If film-makers were to be believed, the Azure Window had been towering majestically over Dwejra for hundreds of years, which several Maltese seem unwilling to dismiss.
However, the natural arch, a backdrop for the 1981 film Clash of the Titans and, more recently, a Game of Thrones episode, might not have come about until the second half of the 19th century.
Photographer Daniel Cilia spoke to Times of Malta about the several land and seascape paintings, drawings and etching of Malta during the Knights’ sojourn on the islands.
Most artists travelled to Dwejra and illustrated the then famous Fungus Rock – where fungus that grew only on the rock had reportedly medicinal powers. These included Jean Pierre-Laurent Houel (1776), Louis Ducros (1778), Louis Mazzara (1827), the Brockdorffs and the Busuttils.
But the photographer believes that the most important clue that sheds light on the time that nature carved out the window lay in the diary of Edward Lear, who went to Dwejra on March 17, 1866.
In his entry he says: "Having drawn it [the Fungus Rock] I toiled up and up – but the coast scenery is not nearly as fine as that of Malta."
A photographic album of surgeon Michael Dundon, dated July 26, 1879, shows a couple of photos of the Azure Window by photographer Richard Ellis (at most printed by him since the stamp of the photographer is on the back of the print).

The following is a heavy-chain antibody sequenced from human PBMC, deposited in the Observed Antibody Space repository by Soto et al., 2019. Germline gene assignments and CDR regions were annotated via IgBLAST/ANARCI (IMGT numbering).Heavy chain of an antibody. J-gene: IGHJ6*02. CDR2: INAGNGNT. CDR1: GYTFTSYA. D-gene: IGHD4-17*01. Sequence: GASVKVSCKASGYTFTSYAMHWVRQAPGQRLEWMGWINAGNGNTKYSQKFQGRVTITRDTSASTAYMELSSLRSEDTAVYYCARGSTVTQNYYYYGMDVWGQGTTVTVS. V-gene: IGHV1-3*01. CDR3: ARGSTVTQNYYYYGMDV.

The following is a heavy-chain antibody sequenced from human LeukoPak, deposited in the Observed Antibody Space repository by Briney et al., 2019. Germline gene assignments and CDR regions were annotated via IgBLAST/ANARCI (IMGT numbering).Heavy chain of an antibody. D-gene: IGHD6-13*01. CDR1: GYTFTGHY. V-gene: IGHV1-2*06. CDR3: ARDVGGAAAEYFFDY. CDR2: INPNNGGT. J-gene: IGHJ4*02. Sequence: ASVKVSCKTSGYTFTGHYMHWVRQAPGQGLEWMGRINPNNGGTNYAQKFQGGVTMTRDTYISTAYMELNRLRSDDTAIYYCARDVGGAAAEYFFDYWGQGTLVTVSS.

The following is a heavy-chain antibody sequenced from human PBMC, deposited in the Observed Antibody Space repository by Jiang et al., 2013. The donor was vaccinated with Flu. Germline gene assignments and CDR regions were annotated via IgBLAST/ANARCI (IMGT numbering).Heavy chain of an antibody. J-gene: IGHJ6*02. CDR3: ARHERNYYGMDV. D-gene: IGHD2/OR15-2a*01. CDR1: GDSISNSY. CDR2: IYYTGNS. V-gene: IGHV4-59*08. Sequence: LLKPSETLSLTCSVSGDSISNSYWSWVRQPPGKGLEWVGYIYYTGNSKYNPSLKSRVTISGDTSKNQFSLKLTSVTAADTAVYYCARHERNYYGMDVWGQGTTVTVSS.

Having drawn it [the Fungus Rock] I toiled up and up – but the coast scenery is not nearly as fine as that of Malta
Mr Cilia believes that huge waves, similar to those which last Wednesday demolished the landmark, had eaten away the central part of the rock that jutted out of the cliff face in the years between 1866 and 1879.
Lear, and the other artists would have definitely been compelled to illustrate such a beautiful geological feature as that of the Azure Window once they were at Dwejra to paint the Fungus Rock, he added.
When contacted, Stanley Farrugia Randon, a medical doctor, author and a member of various cultural and historical associations including Din l-Art Ħelwa, described the phenomenon of the window as a natural one that was preceded and would be followed by similar ones.
The sea was “the best sculptor”, he noted, adding that nature was just doing its job.
"We lost a beautiful sight but we would be getting other beautiful ones in the future," he said.
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